There is overwhelming evidence that inflammation contributes to the development of cardiovascular disease (CVD) but counterbalancing this is evidence from meta-analysis of randomised control trials that many existing anti-inflammatory drugs, such as COX2 inhibitors and anti-TNF drugs, tend if anything to exacerbate risk of CVD. If inflammation is to be targeted successfully in CVD, new paradigms of drug action and new approaches to patient selection need to be generated. Our recent work has been on metformin, which in observational studies also reduces risk of CVD. Our work in this area has established that anti-inflammatory effects of metformin are exerted irrespective of diabetes status [1, 2], through poorly understood ‘immunometabolic’ mechanisms that are different from existing anti-inflammatory drugs and which we have recently found are accompanied by changes in amino acid homeostasis. Better understanding of these effects is likely to have a high-impact, by supporting better stratification and targeting of repurposing trials of metformin in non-diabetic CVD . To ensure relevance to human disease, it is desirable to extend our studies from rodent-derived cells to include human-derived cells. To do this, the student will identify and then use a suitable human cell model to investigate the relationship between amino acid metabolism and immune effects of the drug. This will include evaluation of immortalised cell lines, such as U-937, HL-60 or THP1, to identify combinations of cells/ stimuli suitable for further study. Combination of data from human cell studies with (mouse) knockout cells from our network of collaborators and with biomarkers in human plasma stored from previous clinical trials, as well as exploitation of state-of-the-art patient databases, provides the student with an outstanding platform to establish high-impact translational cross-validation of clinical observations with cell/molecular findings, as demonstrated in our highly interdisciplinary recent work [1, 2].
For informal enquiries about the project, contact Dr Graham Rena (firstname.lastname@example.org)
For general enquiries about the University of Dundee, contact email@example.com
Our research community thrives on the diversity of students and staff which helps to make the University of Dundee a UK university of choice for postgraduate research. We welcome applications from all talented individuals and are committed to widening access to those who have the ability and potential to benefit from higher education.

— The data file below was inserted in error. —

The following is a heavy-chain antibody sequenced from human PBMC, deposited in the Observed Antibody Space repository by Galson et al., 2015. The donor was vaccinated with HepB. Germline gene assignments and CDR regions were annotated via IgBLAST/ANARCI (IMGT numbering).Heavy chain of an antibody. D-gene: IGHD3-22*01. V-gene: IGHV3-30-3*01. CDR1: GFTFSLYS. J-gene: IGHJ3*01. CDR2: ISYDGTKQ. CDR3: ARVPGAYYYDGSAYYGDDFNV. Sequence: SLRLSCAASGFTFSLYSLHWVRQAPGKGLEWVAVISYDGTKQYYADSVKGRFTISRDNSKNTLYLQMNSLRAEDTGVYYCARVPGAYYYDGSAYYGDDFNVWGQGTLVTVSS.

Applicants must have obtained, or expect to obtain, a first or 2.1 UK honours degree, or equivalent for degrees obtained outside the UK in a relevant discipline.
English language requirement: IELTS (Academic) score must be at least 6.5 (with not less than 5.5 in each of the four components). Other, equivalent qualifications will be accepted. Full details of the University’s English language requirements are available online: http://www.dundee.ac.uk/guides/english-language-requirements.
Step 1: Email Dr Graham Rena (firstname.lastname@example.org) to (1) send a copy of your CV and (2) discuss your potential application and any practicalities (e.g. suitable start date).
Step 2: After discussion with Dr Rena, formal applications can be made via our direct application system. When applying, please follow the instructions below:
Apply for the Doctor of Philosophy (PhD) degree in Medicine: Medicine : Study : University of Dundee
Please select the study mode (full-time/part-time) and start date agreed with the lead supervisor.
In the Research Proposal section, please:
- Enter the lead supervisor’s name in the ‘proposed supervisor’ box
- Enter the project title listed at the top of this page in the ‘proposed project title’ box
In the ‘personal statement’ section, please outline your suitability for the project selected.